The Department of Health (DH) has defended itself after a survey highlighted the difficulties that British patients have in seeing GPs out of hours.
The study, which was carried out by the Health Foundation think tank, also revealed that people in the UK face longer waits for nonemergency surgery than those in some other western countries.
Some 55% of UK patients said they had problems getting access to GP care on weekends and nights.
This was worse than Germany, the Netherlands and New Zealand, the report said.
The UK was also said to have the worst record for waiting times, with 15% having to wait for more than six months for elective treatment, it added.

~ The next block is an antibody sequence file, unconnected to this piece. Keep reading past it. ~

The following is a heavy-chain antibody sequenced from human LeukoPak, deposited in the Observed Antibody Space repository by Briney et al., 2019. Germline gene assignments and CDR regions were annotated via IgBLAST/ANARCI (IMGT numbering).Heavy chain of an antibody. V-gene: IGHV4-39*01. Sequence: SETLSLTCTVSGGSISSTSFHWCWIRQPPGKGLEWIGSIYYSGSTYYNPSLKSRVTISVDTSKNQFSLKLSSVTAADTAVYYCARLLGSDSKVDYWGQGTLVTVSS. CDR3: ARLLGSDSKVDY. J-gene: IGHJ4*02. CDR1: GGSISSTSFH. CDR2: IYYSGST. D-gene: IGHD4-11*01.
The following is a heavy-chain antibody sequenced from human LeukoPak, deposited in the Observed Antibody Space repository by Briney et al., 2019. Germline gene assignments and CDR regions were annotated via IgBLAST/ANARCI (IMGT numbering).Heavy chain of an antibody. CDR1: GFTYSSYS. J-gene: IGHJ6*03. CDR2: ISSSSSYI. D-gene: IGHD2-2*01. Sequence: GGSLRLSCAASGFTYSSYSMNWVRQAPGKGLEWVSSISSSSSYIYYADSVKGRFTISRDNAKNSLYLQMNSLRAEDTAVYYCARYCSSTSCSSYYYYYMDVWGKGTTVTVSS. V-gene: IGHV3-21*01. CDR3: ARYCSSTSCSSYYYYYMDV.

Canada was next worst with 14% and the Netherlands the best with 2%.
But a Department of Health spokesperson said: “Over the last 10 years there has been record investment in the NHS, with over £90bn being spent this year, which will rise to £110bn by 2010-11.
“That money is paying for more staff and better pay, one million more operations a year, over 100 new hospitals and improved access to healthcare for millions of people. Ninety-two percent of patients rate their experience as good or excellent.
“Delivering the highest quality of care for all, as good or better than any country in the world, must be a fundamental goal of the NHS.”
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